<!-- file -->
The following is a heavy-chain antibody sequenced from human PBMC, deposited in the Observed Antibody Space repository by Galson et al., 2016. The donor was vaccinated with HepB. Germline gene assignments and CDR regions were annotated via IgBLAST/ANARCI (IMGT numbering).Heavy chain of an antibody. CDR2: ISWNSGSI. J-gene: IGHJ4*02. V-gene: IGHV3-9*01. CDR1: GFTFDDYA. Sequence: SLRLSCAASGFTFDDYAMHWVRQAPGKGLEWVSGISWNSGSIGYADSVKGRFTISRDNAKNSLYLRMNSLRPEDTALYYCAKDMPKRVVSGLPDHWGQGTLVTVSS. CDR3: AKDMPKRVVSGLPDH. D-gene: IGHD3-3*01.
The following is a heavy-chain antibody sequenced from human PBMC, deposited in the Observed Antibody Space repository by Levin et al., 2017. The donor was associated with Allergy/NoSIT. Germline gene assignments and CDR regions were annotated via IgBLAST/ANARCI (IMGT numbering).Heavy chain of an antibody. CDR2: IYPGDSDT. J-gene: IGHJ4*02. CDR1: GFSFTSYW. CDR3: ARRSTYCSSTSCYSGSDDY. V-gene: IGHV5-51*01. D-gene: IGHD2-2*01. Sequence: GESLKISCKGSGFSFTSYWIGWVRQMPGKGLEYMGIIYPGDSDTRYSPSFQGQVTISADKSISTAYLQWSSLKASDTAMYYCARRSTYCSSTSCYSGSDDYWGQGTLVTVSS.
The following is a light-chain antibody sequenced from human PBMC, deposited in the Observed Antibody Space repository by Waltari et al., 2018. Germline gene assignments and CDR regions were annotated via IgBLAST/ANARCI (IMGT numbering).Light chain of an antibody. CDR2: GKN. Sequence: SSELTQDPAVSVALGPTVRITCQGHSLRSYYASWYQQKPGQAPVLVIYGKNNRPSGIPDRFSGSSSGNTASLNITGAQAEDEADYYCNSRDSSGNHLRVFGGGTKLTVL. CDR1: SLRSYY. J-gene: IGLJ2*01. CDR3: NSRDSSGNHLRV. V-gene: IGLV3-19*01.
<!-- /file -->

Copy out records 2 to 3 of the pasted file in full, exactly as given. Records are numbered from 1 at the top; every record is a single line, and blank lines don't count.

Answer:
The following is a heavy-chain antibody sequenced from human PBMC, deposited in the Observed Antibody Space repository by Levin et al., 2017. The donor was associated with Allergy/NoSIT. Germline gene assignments and CDR regions were annotated via IgBLAST/ANARCI (IMGT numbering).Heavy chain of an antibody. CDR2: IYPGDSDT. J-gene: IGHJ4*02. CDR1: GFSFTSYW. CDR3: ARRSTYCSSTSCYSGSDDY. V-gene: IGHV5-51*01. D-gene: IGHD2-2*01. Sequence: GESLKISCKGSGFSFTSYWIGWVRQMPGKGLEYMGIIYPGDSDTRYSPSFQGQVTISADKSISTAYLQWSSLKASDTAMYYCARRSTYCSSTSCYSGSDDYWGQGTLVTVSS.
The following is a light-chain antibody sequenced from human PBMC, deposited in the Observed Antibody Space repository by Waltari et al., 2018. Germline gene assignments and CDR regions were annotated via IgBLAST/ANARCI (IMGT numbering).Light chain of an antibody. CDR2: GKN. Sequence: SSELTQDPAVSVALGPTVRITCQGHSLRSYYASWYQQKPGQAPVLVIYGKNNRPSGIPDRFSGSSSGNTASLNITGAQAEDEADYYCNSRDSSGNHLRVFGGGTKLTVL. CDR1: SLRSYY. J-gene: IGLJ2*01. CDR3: NSRDSSGNHLRV. V-gene: IGLV3-19*01.